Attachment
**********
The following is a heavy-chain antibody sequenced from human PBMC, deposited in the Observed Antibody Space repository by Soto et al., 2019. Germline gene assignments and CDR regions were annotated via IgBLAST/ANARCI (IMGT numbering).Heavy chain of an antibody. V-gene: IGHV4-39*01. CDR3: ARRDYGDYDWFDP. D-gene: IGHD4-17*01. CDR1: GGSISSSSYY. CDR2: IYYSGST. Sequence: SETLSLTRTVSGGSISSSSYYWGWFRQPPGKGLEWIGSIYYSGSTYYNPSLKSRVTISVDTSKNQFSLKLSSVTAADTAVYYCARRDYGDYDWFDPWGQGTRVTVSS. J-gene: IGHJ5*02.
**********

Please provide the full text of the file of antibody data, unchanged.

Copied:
The following is a heavy-chain antibody sequenced from human PBMC, deposited in the Observed Antibody Space repository by Soto et al., 2019. Germline gene assignments and CDR regions were annotated via IgBLAST/ANARCI (IMGT numbering).Heavy chain of an antibody. V-gene: IGHV4-39*01. CDR3: ARRDYGDYDWFDP. D-gene: IGHD4-17*01. CDR1: GGSISSSSYY. CDR2: IYYSGST. Sequence: SETLSLTRTVSGGSISSSSYYWGWFRQPPGKGLEWIGSIYYSGSTYYNPSLKSRVTISVDTSKNQFSLKLSSVTAADTAVYYCARRDYGDYDWFDPWGQGTRVTVSS. J-gene: IGHJ5*02.